What's interesting to me is when it feels as though somebody else did it. We get that feeling with movement, too where it's like, "Whoa, all of a sudden this is so much easier." If I'm identified with the effort of doing something. And then all of a sudden, something happens through me that feels effortless, will I identify with that? Will a person seize the opportunity to think, "Shit, I just did something without trying and it was super powerful." Can I expand my image of myself to include the possibility I can do powerful things without willpower?
@daemonhugger: I'm thinking again about intellectual effort and insight that arises when you're not making the effort. The movement analogy would be that you lay on the floor, you're tense, and then you do some movements. As you reassess, you're no longer as tense. But the way that you got there did involve you. You had to move and engage and put some effort into strenuous movements to see where it was strenuous. Then you figure out how to make it less so. And then when you relax, that's the moment where you're no longer like trying to think through a problem super hard. Then you stand up at the end, and you notice your body feels so different. And you think, "I didn't try to make that happen." But little efforts throughout the past half hour enabled it.
EC: One way it gets talked about a lot in the Feldenkrais discourse is that your nervous system is selecting for movements that are optimal. "Nervous system" is a way of framing it.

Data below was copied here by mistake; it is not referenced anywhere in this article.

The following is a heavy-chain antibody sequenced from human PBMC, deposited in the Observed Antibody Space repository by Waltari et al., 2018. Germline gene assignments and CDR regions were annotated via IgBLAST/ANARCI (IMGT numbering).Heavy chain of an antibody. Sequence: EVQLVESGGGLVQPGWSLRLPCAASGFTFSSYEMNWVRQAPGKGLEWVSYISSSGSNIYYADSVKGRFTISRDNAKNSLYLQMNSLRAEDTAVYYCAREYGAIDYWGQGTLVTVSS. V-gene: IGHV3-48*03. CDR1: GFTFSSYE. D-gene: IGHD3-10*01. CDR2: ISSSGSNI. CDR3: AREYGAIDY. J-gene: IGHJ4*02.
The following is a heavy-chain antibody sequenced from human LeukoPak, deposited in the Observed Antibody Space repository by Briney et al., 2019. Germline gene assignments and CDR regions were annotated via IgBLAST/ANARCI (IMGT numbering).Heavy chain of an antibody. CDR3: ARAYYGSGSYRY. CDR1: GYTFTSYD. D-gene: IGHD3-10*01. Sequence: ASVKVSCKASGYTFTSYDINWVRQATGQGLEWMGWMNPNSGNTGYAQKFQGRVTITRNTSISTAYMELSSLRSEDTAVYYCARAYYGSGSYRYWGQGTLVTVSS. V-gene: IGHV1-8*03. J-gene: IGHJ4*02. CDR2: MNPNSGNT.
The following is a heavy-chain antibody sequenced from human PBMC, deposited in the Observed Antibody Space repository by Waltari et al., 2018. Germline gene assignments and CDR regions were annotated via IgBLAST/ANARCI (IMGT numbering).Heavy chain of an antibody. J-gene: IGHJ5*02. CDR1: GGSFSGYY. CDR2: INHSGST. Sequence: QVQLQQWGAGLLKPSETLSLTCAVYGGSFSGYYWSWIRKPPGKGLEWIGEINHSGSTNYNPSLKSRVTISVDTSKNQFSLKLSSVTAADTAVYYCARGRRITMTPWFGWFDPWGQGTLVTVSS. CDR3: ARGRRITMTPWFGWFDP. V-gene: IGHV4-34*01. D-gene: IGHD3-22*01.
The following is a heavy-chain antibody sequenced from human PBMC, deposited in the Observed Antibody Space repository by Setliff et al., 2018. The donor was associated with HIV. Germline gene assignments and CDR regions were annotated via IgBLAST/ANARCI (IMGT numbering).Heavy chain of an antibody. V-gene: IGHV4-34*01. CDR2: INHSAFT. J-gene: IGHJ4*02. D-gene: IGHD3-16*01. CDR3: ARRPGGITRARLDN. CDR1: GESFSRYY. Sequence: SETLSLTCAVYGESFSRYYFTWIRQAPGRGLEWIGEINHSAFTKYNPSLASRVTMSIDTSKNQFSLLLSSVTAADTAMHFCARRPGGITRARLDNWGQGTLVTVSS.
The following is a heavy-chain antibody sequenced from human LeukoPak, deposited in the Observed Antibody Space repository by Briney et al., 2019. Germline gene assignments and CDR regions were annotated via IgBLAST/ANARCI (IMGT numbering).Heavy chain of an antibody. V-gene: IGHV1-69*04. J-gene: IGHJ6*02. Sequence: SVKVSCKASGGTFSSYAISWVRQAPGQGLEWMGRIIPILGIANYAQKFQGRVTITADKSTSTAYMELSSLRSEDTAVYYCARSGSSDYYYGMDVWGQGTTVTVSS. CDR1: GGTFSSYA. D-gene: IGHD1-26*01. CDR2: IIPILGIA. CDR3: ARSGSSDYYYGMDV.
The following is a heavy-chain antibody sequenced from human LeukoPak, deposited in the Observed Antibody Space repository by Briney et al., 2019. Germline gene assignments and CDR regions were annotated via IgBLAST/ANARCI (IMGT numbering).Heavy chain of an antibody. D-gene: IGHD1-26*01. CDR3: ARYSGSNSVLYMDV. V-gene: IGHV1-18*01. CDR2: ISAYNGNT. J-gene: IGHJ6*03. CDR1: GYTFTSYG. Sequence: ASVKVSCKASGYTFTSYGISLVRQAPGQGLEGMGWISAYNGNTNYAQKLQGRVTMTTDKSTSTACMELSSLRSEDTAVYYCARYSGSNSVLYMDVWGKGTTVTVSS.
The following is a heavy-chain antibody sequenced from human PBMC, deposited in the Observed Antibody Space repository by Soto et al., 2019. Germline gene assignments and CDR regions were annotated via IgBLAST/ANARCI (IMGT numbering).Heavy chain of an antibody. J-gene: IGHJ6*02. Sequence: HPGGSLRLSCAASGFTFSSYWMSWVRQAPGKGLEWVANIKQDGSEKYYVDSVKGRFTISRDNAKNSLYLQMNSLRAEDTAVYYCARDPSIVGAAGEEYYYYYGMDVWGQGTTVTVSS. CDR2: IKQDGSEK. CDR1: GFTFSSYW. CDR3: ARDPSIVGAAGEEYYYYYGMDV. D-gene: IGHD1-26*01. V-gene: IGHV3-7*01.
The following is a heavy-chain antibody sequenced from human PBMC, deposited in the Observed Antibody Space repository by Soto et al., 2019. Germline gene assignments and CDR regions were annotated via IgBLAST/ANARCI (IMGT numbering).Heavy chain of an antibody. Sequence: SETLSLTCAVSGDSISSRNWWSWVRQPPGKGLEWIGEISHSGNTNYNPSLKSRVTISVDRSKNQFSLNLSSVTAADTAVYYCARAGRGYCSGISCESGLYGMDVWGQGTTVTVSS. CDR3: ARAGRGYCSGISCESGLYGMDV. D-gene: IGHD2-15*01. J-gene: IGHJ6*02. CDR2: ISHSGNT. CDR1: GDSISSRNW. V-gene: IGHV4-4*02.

But that's one of the big questions that Feldenkrais work raises. There's some part of you that's sorting through your various trials and errors and making new sense of it. And that part of you creates new self images. Sometimes I think of it as the Organizer, but in a specific sense of that word.
As you go forward with your studies, I suggest you keep oriented to this question about what that mysterious thing is and how it works. Historically, in this discourse, it's been talked about as the nervous system, and I haven't done enough reading to know how accurate that characterization is in relation to current scientific research. But keep asking that question!
To me, that's the juiciest part of Feldenkrais work. What is that part of you that organizes your experience? It's part of all of us. And it's been part of us the whole time, from the moment we came out. From before we came out! Feldenkrais work is largely about figuring out how to work with that mysterious deeper part of us that organizes our experience. It's not exactly graspable. You can't exactly make that part of yourself do certain things. It's suggestible, but it has its own way of working. Everybody finds their own way of working with it, and that's beautiful.← back to all posts